I’m feeling generally slow and behind these days, and am anticipating another crazy week at work while we have subcontractors in for two days in  preparation for quarterly progress report site visits in early November, so I’m not sure how much progress I’ll be making on my writing goals, though they are still hanging out there for me to consider. I’ll be reporting in again next week to see how I do; in the meantime, check out how the other ROW80ers are doing on their goals.

Good Laugh and Long Sleep

"A good laugh and a long sleep are two of the best cures for anything." -Irish ProverbObviously the Irish aren’t on a first-name basis with acupuncture, but they are onto something with how restorative sharing a peaceful, sleep-ful weekend at home is.


It was a long week at work, notwithstanding the fact that I had had Monday off, mostly because it’s taking both of us a lot longer to recover from the Epic Road Trip than either of us expected. So while we had had tentative plans to spend time with family and friends, we were both happy when they got rearranged–even if I am still looking forward to seeing The Martian… next weekend.

We’ve been easing into our return to long walks with the dogs while the weather has crashed head-first into the first cold snap of the season, so we took a few mini-walks, and three of over a mile. Yesterday we finally got over two miles. And are resting our weary selves today. So nowhere near 10 miles this week, but at least we’ve re-started that exercise regimen.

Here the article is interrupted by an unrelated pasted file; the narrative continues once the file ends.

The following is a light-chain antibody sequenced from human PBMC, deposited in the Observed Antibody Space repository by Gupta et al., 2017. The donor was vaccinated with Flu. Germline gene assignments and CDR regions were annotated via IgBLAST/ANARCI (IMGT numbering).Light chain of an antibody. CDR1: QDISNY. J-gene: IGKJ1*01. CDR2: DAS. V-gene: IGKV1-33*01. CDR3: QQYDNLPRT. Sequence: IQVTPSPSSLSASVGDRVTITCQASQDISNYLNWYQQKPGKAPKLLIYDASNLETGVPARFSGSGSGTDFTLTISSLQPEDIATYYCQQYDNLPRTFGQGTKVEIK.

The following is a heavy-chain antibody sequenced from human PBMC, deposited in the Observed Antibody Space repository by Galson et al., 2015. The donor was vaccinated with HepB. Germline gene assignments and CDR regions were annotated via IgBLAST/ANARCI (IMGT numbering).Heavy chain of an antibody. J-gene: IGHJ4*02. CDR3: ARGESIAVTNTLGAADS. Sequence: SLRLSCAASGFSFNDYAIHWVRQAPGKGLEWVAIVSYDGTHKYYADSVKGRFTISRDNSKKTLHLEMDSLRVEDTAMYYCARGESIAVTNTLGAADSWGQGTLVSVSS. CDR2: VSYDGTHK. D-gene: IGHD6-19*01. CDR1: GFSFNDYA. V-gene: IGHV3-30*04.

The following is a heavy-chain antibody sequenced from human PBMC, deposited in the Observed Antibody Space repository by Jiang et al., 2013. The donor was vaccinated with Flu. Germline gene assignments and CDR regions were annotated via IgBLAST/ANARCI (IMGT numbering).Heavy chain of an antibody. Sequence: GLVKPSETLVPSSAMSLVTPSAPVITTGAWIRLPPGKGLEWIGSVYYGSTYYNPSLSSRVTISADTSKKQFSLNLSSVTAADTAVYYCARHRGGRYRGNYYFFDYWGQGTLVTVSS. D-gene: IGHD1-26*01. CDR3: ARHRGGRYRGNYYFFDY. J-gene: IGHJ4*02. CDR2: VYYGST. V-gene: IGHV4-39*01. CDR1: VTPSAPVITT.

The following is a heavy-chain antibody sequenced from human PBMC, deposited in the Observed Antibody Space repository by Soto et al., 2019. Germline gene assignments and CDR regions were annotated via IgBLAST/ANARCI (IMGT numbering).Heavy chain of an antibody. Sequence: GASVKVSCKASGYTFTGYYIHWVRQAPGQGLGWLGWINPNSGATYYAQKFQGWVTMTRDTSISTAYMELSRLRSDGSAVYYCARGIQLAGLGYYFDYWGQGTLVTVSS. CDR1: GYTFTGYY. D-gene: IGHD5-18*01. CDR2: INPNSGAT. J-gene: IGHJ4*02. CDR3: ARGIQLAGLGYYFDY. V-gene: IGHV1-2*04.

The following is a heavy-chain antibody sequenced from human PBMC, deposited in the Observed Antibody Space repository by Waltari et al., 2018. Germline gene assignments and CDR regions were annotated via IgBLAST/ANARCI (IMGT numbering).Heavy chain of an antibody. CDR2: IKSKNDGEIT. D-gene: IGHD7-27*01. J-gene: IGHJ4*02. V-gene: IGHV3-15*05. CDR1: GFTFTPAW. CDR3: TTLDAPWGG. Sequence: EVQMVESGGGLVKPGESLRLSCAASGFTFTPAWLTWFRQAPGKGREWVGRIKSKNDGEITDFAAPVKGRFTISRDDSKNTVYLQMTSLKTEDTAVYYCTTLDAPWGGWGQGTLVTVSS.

We also enjoyed our stay-at-home nights to catch another episode of Agents of Shield and ELO in concert at Hyde Park. Yes, I might be stuck in the 80s with my musical taste, but I defy anyone not to rock out to “Don’t Bring Me Down.” In fact, that might be my personal anthem for the next few months. Because hubs and I agreed to our own creativity pact: While I have signed up for NaNoWriMo again to see if I can’t finish a story that’s been bugging me more and more in recent days, he will be working on SongoWriMo… his own personal challenge to get music recorded. (Strangely, I read an article this week that claims men are intimidated by women who are smarter or more ambitious than they are. I’m feeling spectacularly lucky hubs is as smart/ambitious as I am, and has always only been supportive of my goals.)